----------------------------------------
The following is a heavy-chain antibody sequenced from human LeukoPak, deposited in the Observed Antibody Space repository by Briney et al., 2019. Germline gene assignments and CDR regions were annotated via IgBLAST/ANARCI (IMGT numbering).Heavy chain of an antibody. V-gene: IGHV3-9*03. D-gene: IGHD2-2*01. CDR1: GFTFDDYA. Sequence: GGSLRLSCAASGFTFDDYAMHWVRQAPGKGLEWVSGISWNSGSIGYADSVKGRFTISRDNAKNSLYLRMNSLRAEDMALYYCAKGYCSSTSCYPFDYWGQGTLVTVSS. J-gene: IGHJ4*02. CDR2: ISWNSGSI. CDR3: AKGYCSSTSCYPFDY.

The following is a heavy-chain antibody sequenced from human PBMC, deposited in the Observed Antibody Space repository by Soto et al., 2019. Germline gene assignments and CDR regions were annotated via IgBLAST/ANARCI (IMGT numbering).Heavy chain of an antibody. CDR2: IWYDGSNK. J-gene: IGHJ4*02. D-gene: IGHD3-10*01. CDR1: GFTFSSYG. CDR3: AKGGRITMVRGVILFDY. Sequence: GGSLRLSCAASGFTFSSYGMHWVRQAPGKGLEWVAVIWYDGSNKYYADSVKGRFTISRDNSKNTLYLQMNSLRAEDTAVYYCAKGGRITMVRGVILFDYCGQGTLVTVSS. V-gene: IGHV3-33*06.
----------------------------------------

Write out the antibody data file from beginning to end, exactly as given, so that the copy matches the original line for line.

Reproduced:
The following is a heavy-chain antibody sequenced from human LeukoPak, deposited in the Observed Antibody Space repository by Briney et al., 2019. Germline gene assignments and CDR regions were annotated via IgBLAST/ANARCI (IMGT numbering).Heavy chain of an antibody. V-gene: IGHV3-9*03. D-gene: IGHD2-2*01. CDR1: GFTFDDYA. Sequence: GGSLRLSCAASGFTFDDYAMHWVRQAPGKGLEWVSGISWNSGSIGYADSVKGRFTISRDNAKNSLYLRMNSLRAEDMALYYCAKGYCSSTSCYPFDYWGQGTLVTVSS. J-gene: IGHJ4*02. CDR2: ISWNSGSI. CDR3: AKGYCSSTSCYPFDY.

The following is a heavy-chain antibody sequenced from human PBMC, deposited in the Observed Antibody Space repository by Soto et al., 2019. Germline gene assignments and CDR regions were annotated via IgBLAST/ANARCI (IMGT numbering).Heavy chain of an antibody. CDR2: IWYDGSNK. J-gene: IGHJ4*02. D-gene: IGHD3-10*01. CDR1: GFTFSSYG. CDR3: AKGGRITMVRGVILFDY. Sequence: GGSLRLSCAASGFTFSSYGMHWVRQAPGKGLEWVAVIWYDGSNKYYADSVKGRFTISRDNSKNTLYLQMNSLRAEDTAVYYCAKGGRITMVRGVILFDYCGQGTLVTVSS. V-gene: IGHV3-33*06.